Documentary about a family who found their lost son after four years, only it turned out it wasn’t their son at all, it was an imposter. Told from the point of view of the imposter.
This is a heck of a story, and it’s easy to see why people have been eagerly talking about it. The main figures are fascinating (the core family, the increasingly odd imposter), and the supporting characters are memorable (including an FBI agent who is, er, not the best advertisement for that agency, and a Private Investigator who is a born star).
The twists and turns don’t seem quite so gasp-worthy to me though, and probably to anyone else who studied psychology. “How could the family possibly accept this chap was their son?” Well, “very easily”, says psyc. Because if there’s one thing psychologists know that they can’t seem to get into the public domain, it’s that we are way more cognitively fallible than society tells us. You Are Not So Smart.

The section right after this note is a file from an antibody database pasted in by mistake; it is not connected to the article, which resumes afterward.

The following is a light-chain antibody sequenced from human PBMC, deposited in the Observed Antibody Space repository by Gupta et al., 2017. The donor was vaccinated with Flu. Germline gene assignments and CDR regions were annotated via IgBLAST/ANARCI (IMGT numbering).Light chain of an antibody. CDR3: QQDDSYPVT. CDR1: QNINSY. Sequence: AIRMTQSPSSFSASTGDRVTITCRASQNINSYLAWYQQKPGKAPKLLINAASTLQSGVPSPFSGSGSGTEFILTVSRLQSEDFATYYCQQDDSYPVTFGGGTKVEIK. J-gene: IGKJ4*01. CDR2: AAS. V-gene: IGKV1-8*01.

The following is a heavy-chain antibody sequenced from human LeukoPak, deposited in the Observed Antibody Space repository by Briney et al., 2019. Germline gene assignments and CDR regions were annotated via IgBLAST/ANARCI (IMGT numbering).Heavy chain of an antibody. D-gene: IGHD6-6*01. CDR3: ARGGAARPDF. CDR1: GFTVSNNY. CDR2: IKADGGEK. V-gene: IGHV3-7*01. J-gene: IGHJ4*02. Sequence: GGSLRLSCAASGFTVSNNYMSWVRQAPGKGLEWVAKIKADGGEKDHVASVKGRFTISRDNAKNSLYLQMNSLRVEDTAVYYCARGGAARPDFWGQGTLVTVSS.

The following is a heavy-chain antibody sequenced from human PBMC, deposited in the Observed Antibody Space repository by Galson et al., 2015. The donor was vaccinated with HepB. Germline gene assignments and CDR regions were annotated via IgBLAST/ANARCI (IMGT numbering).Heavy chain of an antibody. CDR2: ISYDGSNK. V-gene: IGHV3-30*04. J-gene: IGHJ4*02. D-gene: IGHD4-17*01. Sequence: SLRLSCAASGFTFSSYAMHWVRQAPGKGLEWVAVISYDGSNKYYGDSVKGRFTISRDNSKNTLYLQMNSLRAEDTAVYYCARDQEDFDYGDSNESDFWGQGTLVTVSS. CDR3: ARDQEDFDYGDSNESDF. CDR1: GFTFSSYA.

Like most documentaries I see these days, it is too long – it would probably make for a great BBC 60-minute no-ads TV documentary, but at 90 minutes it really felt like it took ages to get going. Anyone who goes to see documentaries on film (or rents them on DVD) will know this phenomenon though, and it’s pretty forgiveable really.
So, I didn’t gasp and I thought it was long. That sounds pretty negative. Actually I really enjoyed this film, I’m just unwilling to talk about why because it’ll spoil the surprises – and the filmmaker really makes the most of those surprises. Definitely worth your time.